by DANIEL XUE

This isn’t an article about statistics. This isn’t an article about tips or advice. This is an article about what it’s like to struggle. 

Med students have this tendency to be a bit ambitious.

Both my parents are academics. Growing up, I didn’t have much to pride myself on. I wasn’t a genius, but I could hold my own quite well in a selective school background. Now, even in uni, I can’t bear to let myself fall from those steadfast standards. Medicine, however, only brings greater content and smarter minds to pit yourself against. For me, that just meant more time spent studying. Much more time. 

I played the violin growing up. I wasn’t anything amazing, but it was one of the few things that made up who I was. I kept up lessons years after leaving high school, much longer than any of my friends, because dropping it felt like dropping a part of me. 

I was overweight and unfit for most of my life. I hated it. It took a lot of running and gymming and watching what I ate to fix that, but I’m still not quite happy with it. 

After entering uni, my world was blown wide open. I found new friends, a new environment, hobbies, clubs, subcomms, events. I had the potential to build the life I’d always wanted, and I was determined to do it all right. But as the list of things I wanted got longer, the amount of time I had left just…kept getting shorter. 

Thing is, no one schedules time for a breakdown. 

If I’ve got a gap at uni, I do my best to fill that time with something productive. More often than not, I’ll be sitting in a booth in the Pavillion with some friends, laptops out. I’ll have my earphones in, trying to hold onto that fleeting flicker of focus I’ve somehow found.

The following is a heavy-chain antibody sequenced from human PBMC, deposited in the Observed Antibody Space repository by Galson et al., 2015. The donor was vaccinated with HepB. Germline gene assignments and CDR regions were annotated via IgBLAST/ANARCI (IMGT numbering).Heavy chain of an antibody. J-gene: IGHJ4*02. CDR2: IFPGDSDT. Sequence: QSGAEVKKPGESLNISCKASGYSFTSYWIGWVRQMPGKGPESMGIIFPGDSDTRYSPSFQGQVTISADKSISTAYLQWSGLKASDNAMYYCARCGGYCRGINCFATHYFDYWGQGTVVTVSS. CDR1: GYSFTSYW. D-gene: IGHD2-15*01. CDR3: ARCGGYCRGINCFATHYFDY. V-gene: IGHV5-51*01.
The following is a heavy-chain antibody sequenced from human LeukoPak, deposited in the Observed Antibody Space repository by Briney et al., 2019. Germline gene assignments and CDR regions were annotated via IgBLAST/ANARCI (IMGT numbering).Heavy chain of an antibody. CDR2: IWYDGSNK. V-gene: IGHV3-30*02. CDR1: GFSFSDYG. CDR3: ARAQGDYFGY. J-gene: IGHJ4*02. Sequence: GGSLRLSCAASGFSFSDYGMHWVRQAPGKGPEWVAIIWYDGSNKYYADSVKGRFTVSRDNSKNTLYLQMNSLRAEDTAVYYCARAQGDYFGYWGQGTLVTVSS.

But then I’ll hear some words I don’t wanna hear. Or I’ll see someone laugh and smile, and that nothingness I’ve bundled up inside begins to spill. I’ll turn up my music, but I’m not listening to the words anymore. I’ll stare back at my screen, but I’m not reading those words anymore. 

Or maybe I’ll talk a little louder, or I’ll laugh a little harder. Maybe I’ll slip out a weak smile, or plaster on a grin. Anything that’ll make me look okay to everyone else. Moments like these just make me want to shut down. 

That’s the truth about being a med student here at UNSW. If you want company, then you’ll never be alone. But when everything’s breaking down, that company can make you feel more alone than ever. 

I stopped going to lectures. I couldn’t bring myself to leave the house as much, and the last thing I wanted was to have to pretend that everything was okay to everyone else. It was hard to pay attention in tutes or SG, and I’d find myself apologising to my group mates for falling behind in progress. Some days were better than others. But try as I could, there was no way to distract myself from well, myself. Those times would come where all I wanted to do was shut down. It wasn’t something I could fight. All I could do was let it happen. 

Studying was difficult, and my grades suffered. When I’d practice my violin, the pieces became a little sadder, and the notes a little clearer. I stopped caring as much about what I ate. It was harder to pull myself out of the house to run or gym. I didn’t have the energy to socialise anymore, but I’d still force myself to stay out late. I’d try to distract myself with whoever or whatever was around. 

I look at the things I have to do and the time I have to do it and, I just don’t have time to be sad. 

It’s not part of my schedule.

For those of you who feel like life just isn’t working out right now, I hope this makes you feel like you’re a little less alone. And for those of you that don’t, I hope this makes you think about the people around you. A quick glance around our cohort shows nothing less than happy faces. Everybody has their own friends, their own hobbies, their own passions. On the outside, the lives of us meddies are nothing short of flourishing. But no one ever talks about what lies beneath the surface. 

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